23 Aug Servant Leadership Development for College Students
Therapy for low trust cultures
By Cheryl Broetje
In 1990, Vaclav Havel, dissident and prisoner, who then became president of a new Czechoslovakia after the departure of the Soviet regime, spoke to the U.S congress. He said that their country had much to learn from the U.S about democracy, education, economics….but he believed that we also could learn from their experiences. “…when you are pinned under a boulder and cannot move, you have more time to think about your hopes for the future than someone who is not trapped that way.”
He had come to believe that…“consciousness precedes being. The salvation of the human world lies nowhere else than in the human heart, in the human power to reflect, in human meekness and in human responsibility. Without a global revolution in the sphere of human consciousness, nothing will change for the better in the sphere of our being as humans, and the catastrophe toward which this world is headed…be it ecological, social, demographic, or a general break-down of civilization….will be unavoidable.
July 9 and 10th a cohort of college students from former Soviet bloc countries of Kazakhstan and Ukraine, along with their S-L teachers and advisors with Co-Serve International visited Tierra Vida, Vista Hermosa and Jubilee Leadership Academy. They were in the U.S to peek in on communities of practice who are trying to teach and model servant-leadership values and principles around shared, community- based leadership. They are trying to unlearn values of the old leadership style there which were based on power, competition, control, order, pressure…..and substitute more life-promoting values such as respect, trust, love, friendship, service, and the use of relational power.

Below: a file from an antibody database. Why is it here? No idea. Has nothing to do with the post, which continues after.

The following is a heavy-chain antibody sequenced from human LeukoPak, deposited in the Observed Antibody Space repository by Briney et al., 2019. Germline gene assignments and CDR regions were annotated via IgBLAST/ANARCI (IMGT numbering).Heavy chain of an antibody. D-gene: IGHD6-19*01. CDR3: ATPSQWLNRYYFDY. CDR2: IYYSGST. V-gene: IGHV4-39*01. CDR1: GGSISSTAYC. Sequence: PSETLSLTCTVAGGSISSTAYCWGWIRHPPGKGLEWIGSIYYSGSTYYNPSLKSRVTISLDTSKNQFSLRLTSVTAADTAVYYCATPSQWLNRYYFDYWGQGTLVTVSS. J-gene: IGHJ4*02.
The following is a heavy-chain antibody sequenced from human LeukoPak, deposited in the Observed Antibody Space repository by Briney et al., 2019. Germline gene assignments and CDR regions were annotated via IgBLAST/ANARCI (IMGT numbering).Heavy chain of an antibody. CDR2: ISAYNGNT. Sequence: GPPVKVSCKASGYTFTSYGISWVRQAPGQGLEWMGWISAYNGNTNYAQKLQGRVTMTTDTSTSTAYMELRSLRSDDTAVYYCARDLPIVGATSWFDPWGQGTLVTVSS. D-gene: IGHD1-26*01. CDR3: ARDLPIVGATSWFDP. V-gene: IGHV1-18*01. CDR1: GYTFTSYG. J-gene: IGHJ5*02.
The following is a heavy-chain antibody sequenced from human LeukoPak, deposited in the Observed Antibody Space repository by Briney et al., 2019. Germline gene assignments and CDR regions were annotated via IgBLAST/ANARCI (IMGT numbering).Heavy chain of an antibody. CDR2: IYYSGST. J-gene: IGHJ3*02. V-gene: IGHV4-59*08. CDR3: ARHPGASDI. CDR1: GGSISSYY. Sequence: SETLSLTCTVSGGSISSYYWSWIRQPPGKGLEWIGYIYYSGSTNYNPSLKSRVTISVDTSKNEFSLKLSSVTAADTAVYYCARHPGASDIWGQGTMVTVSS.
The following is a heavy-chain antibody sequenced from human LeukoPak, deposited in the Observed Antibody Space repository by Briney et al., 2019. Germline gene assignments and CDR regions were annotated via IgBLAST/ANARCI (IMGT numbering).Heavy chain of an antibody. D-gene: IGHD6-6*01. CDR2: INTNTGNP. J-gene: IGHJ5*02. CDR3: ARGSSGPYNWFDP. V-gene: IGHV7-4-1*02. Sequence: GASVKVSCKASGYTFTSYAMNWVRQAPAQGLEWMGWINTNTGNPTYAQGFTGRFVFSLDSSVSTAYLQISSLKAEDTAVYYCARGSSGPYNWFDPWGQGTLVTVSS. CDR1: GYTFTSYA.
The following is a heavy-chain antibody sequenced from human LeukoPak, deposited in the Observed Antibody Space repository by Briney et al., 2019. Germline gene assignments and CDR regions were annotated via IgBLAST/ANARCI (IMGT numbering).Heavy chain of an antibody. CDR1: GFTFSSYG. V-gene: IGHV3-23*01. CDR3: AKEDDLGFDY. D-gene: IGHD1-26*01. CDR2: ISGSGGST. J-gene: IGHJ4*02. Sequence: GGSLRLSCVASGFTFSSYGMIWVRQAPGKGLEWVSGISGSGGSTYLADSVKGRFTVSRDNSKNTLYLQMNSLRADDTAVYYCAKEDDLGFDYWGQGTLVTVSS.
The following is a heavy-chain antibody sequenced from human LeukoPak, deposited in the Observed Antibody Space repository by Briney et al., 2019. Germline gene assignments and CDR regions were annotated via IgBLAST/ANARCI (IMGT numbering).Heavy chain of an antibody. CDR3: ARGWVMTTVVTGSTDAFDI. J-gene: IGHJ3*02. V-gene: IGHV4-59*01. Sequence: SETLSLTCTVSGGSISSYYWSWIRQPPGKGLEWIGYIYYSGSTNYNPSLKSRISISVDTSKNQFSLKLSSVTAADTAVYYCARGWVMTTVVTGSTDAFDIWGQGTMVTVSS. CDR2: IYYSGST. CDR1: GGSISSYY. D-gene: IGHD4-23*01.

Such values represent ‘spiritual capital’, which lead to a growth in ‘social capital’, which leads to advancement towards the vision and mission of organizations of all types, which in turn fosters a more robust economy, and healthier societies in general. But believing that you truly have the power to change things, and learning to trust others in that process, is hard in a societies that were fear and scarcity-based for so many years.
Several of the students, when asked why they wanted to connect with Co-Serve, said that they want to change their communities. One student mentioned that in her country there are absolutely no animal rights, for example. She wants to change mind-sets there and advocate for changes in policy. We shared with the class a study that had just come out in the U.S actually rating our politicians on how well they were supporting animal rights policies in our country. A senator from Washington state received a ‘zero’ score!
We in Western countries have much to learn from these emerging young leaders-and we, as world citizens, need to be most grateful for those who do the work of preparing them to serve and lead, on behalf of us all.
Please see the gallery below for some photos of the students during their time here: